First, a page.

Grayling’ by Stephen Winston
In this review, we’ll be taking a look at the new album ‘Grayling’ by Stephen Winston. In an indie atmosphere of a myriad of singer songwriter acts, Winston attempts to differ from the rest by providing the “classic 70’s singer-songwriter vibe to a contemporary culture sorely in need of his kind of heartfelt and emotional musical storytelling.” Immediately, this self-description of Winston draws comparisons to the early 1970’s acoustic singer-songwriter era of Joni Mitchell, Harry Chapin, Jim Croce, and the like. How does Winston stack up to that comparison?
‘Grayling’ offers a pretty expansive listening experience clocking in at thirteen tracks. ‘Roman Road’ introduces Winston’s sound with a fairly full band. He’s not simply donning an acoustic guitar like his 70’s singer-songwriter counterparts; there’s a full band equipped with backup vocalists and everything. This stylistic choice is probably a sound one, because a solo approach is difficult to sell to a contemporary crowd nowadays. ‘Roman Road’ is a beautiful start to the record with excellent instrumental performances.
‘Falling Apart’ adopts a bit more of a contemporary jazz styling, a stark contrast from the opening track. It works, though, and it swings nicely. It’s also the track that Winston’s marketing is pushing as the ‘focus’ track, and it does an apt job summing up the sound of the record. ‘Trains in Utah’ boasts a sparse brass section amidst quaint lyrics and piano lead. At this point, it’s also probably worth mentioning that Winston is also a decent vocalist; he’s got a bit of a Phil Collins vibe to him on some of his tracks. (‘No Goodbyes’ comes to mind.)
It’s a long album, so we won’t tackle all thirteen tracks individually, but rather, speak a bit more broadly about the sound of ‘Grayling.’ The title track is a memorably good song, as is ‘Tender Bar.’ Now, though, I want to let out the inner history-buff to help everyone understand Winston’s influences and whether or not they’re as needed in our culture as he so claims.
The 1960’s were a turbulent decade, especially socially and politically. All of that vigor was supercharged into the music of the time, and it shows. It was the time of ‘We Shall Overcome’ and ‘The Times They Are A-Changin.’ After a decade long fight with society, though, that generation subsided their pursuit of trying to change the world. They’d seen two Kennedy’s shot, and they’d buried one too many heroes. So, the generation that once protested to ‘Blowing in the Wind’ returned home to tend to their gardens.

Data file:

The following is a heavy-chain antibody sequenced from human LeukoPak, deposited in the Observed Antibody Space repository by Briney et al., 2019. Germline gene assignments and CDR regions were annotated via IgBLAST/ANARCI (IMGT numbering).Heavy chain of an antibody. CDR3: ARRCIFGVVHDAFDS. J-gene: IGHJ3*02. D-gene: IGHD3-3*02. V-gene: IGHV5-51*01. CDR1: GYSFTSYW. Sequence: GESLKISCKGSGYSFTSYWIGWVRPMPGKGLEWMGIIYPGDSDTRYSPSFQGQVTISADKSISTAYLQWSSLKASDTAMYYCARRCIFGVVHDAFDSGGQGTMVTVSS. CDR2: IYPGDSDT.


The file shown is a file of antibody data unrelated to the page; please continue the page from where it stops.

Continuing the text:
When they went to tend to their gardens, their music did as well. The early 1970’s singer-songwriter was born. Introspective lyrics, slow tempo songs, and storytelling were king in an era of Harry Chapin, John Denver, Joni Mitchell, and so on. They didn’t want to write a song about the war or about racial conflicts – they wanted to write silly love songs and talk about their feelings. The 1960’s burnt them out. (Historically, this didn’t last too long since the British got impatient and developed glam rock the likes of David Bowie and Roxy Music.)
Anyway, there is a very meaningful point to this history lesson. At the time, this type of music was desperately needed. It cooled off a beaten down generation and got them in touch with themselves. I’m not sure if our contemporary scene needs that right now, however, as Winston claims it does. His record is great, and it’s easy listening music, but at no point did I jump out of my chair to hit rewind. It meandered, much like a John Denver record. (It’s okay John, I’m a Colorado boy and I still love you anyway.)
My point, is that I don’t think this music is something our culture is seeking right now. I think it’s meant for a niche audience that’s still holding onto that few years of spinning Harry Chapin records until they knew the lyrics of ‘Taxi’ by heart. For that audience, ‘Grayling’ is an exceptional outing. For those seeking something they haven’t heard before, something that’ll make their hearts flutter and populate their playlists… this may not be it.
Purchase Link: https://itunes.apple.com/us/album/grayling/id784980289
by Brett Stewart